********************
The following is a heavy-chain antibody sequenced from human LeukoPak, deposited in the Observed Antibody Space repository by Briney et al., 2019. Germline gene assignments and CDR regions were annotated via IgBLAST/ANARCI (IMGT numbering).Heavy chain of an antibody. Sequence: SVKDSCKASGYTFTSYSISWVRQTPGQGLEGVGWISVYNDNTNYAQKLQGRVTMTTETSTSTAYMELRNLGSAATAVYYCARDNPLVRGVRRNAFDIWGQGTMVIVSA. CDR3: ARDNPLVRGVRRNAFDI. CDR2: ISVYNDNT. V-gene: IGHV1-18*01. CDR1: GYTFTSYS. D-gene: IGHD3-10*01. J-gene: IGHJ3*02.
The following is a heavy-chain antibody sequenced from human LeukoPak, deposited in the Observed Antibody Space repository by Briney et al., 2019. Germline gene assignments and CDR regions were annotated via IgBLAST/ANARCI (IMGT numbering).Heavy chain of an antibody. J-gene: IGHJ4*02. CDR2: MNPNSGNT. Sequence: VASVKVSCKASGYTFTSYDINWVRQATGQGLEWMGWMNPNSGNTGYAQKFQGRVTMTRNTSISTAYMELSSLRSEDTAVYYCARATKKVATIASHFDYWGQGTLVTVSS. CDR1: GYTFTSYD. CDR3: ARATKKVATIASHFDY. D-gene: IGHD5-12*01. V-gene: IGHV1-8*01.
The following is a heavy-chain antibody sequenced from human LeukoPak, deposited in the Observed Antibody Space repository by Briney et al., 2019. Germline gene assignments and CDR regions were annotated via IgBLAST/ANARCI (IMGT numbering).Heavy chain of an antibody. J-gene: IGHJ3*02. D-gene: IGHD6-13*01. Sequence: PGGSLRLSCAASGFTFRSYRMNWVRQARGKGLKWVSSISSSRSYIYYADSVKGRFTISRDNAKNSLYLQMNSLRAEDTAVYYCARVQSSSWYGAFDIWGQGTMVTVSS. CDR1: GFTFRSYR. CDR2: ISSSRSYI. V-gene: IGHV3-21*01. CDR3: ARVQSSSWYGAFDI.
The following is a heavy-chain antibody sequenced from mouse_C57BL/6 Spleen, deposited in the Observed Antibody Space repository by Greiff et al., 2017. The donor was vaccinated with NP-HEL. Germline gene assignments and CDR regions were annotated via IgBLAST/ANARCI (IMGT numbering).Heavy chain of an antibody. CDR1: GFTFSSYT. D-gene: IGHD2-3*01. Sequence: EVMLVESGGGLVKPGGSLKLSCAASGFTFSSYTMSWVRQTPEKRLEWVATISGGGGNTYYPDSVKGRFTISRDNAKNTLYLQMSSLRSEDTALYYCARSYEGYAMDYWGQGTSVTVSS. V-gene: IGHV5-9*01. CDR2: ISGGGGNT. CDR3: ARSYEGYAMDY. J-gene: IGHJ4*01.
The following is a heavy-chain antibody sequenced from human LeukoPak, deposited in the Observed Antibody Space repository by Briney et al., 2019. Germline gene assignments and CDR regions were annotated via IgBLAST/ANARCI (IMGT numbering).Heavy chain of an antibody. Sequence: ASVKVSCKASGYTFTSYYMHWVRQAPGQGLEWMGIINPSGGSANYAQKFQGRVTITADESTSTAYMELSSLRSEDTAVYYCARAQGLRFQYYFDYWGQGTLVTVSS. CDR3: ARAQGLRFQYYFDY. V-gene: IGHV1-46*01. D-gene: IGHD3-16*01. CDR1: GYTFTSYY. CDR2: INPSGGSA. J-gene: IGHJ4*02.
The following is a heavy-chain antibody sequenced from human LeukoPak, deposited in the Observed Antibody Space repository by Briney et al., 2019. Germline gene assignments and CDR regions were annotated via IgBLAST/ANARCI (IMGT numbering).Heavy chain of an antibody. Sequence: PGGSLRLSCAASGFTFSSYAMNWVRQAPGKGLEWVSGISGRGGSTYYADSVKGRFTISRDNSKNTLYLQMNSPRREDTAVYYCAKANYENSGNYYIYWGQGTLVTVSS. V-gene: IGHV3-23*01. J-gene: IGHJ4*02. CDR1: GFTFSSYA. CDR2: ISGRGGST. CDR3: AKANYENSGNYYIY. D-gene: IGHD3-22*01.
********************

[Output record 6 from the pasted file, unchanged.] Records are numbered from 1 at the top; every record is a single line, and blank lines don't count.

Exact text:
The following is a heavy-chain antibody sequenced from human LeukoPak, deposited in the Observed Antibody Space repository by Briney et al., 2019. Germline gene assignments and CDR regions were annotated via IgBLAST/ANARCI (IMGT numbering).Heavy chain of an antibody. Sequence: PGGSLRLSCAASGFTFSSYAMNWVRQAPGKGLEWVSGISGRGGSTYYADSVKGRFTISRDNSKNTLYLQMNSPRREDTAVYYCAKANYENSGNYYIYWGQGTLVTVSS. V-gene: IGHV3-23*01. J-gene: IGHJ4*02. CDR1: GFTFSSYA. CDR2: ISGRGGST. CDR3: AKANYENSGNYYIY. D-gene: IGHD3-22*01.